Object Header Flags

From as long ago as Windows NT 3.50, the OBJECT_HEADER has a byte that’s interpreted as bit flags. From type information in public symbol files for the kernel, it is known that Windows 8.1 formalises these flags as a structure of UCHAR bit fields in union with the Flags byte for conveniently accessing multiple bits together:

Mask Definition Versions
UCHAR NewObject : 1;
6.3 and higher
UCHAR KernelObject : 1;
6.3 and higher
UCHAR KernelOnlyAccess : 1;
6.3 and higher
UCHAR ExclusiveObject : 1;
6.3 and higher
UCHAR PermanentObject : 1;
6.3 and higher
UCHAR DefaultSecurityQuota : 1;
6.3 and higher
UCHAR SingleHandleEntry : 1;
6.3 and higher
UCHAR DeletedInline : 1;
6.3 and higher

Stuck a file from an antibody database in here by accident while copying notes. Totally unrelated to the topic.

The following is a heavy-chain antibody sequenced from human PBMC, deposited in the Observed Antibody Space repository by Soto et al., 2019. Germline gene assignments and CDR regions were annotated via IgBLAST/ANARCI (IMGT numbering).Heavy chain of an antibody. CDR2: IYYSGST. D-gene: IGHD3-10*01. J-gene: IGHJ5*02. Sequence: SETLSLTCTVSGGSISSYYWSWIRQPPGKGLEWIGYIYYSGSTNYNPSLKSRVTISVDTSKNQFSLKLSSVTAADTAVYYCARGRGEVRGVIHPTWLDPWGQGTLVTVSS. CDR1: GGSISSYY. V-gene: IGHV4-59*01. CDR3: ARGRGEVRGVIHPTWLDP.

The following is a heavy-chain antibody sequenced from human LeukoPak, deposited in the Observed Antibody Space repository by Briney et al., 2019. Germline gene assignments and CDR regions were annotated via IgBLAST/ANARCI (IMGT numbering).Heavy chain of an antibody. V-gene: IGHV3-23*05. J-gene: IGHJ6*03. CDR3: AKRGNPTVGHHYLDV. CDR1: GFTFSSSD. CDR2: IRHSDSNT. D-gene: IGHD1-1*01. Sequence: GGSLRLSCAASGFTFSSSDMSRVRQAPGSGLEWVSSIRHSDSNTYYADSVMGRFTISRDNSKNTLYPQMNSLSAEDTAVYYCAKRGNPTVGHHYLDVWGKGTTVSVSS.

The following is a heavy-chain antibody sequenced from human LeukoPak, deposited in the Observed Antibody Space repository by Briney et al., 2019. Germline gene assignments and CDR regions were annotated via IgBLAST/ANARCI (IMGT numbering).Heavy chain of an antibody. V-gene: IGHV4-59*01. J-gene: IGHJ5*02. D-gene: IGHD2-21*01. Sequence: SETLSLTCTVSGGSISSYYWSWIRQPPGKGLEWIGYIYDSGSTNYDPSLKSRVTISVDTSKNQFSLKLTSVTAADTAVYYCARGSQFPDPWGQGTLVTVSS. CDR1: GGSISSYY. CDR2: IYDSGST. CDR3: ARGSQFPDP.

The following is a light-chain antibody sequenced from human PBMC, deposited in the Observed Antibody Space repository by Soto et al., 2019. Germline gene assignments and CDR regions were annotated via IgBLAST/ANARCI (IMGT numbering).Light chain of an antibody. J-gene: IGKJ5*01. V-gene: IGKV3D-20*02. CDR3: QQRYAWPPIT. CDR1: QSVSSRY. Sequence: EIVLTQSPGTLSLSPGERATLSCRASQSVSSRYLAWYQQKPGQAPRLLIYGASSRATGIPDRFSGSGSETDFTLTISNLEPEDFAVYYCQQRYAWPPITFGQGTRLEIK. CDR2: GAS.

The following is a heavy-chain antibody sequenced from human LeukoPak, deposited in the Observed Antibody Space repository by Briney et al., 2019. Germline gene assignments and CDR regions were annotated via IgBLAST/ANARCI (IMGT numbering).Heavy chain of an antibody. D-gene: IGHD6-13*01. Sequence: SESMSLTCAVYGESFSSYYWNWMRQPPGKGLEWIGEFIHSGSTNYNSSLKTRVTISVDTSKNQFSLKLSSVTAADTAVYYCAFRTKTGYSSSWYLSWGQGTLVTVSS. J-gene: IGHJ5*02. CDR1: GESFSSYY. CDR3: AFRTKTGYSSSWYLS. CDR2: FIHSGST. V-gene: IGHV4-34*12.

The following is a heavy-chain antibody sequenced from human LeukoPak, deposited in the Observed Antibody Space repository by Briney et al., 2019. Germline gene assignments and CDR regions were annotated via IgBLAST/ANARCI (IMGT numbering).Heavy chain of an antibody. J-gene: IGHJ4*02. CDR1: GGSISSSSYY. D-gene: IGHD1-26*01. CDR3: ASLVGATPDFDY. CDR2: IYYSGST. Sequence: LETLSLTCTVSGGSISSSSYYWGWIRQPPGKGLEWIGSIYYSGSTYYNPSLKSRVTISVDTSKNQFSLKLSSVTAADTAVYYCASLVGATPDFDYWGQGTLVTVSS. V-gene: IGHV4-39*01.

Before Windows 8.1, the bits look to have been accessd only through macro definitions of the masks. These are known from public disclosure of NTOSP.H in the original and Version 1511 editions of the Windows Driver Kit (WDK) for Windows 10:

Mask Name Versions
0x01 OBJ_FLAG_NEW_OBJECT 3.50 and higher
0x02 OBJ_FLAG_KERNEL_OBJECT 3.50 and higher
0x04 OBJ_FLAG_KERNEL_ONLY_ACCESS 3.51 and higher
0x08 OBJ_FLAG_EXCLUSIVE_OBJECT 3.51 and higher
0x10 OBJ_FLAG_PERMANENT_OBJECT 3.50 and higher
0x40 OBJ_FLAG_SINGLE_HANDLE_ENTRY 3.51 and higher
0x80 OBJ_FLAG_DELETED_INLINE 5.1 and higher

The versions are the first for which the flag is yet known to be used. Identifying first use from inspection of binaries is, perhaps forever, a work in progress.

What makes an object count as new, in the sense of having a set OBJ_FLAG_NEW_OBJECT, is that the OBJECT_CREATE_INFORMATION that temporarily held parameters while creating the object has not yet been freed. Its address remains in the OBJECT_HEADER as the ObjectCreateInfo member.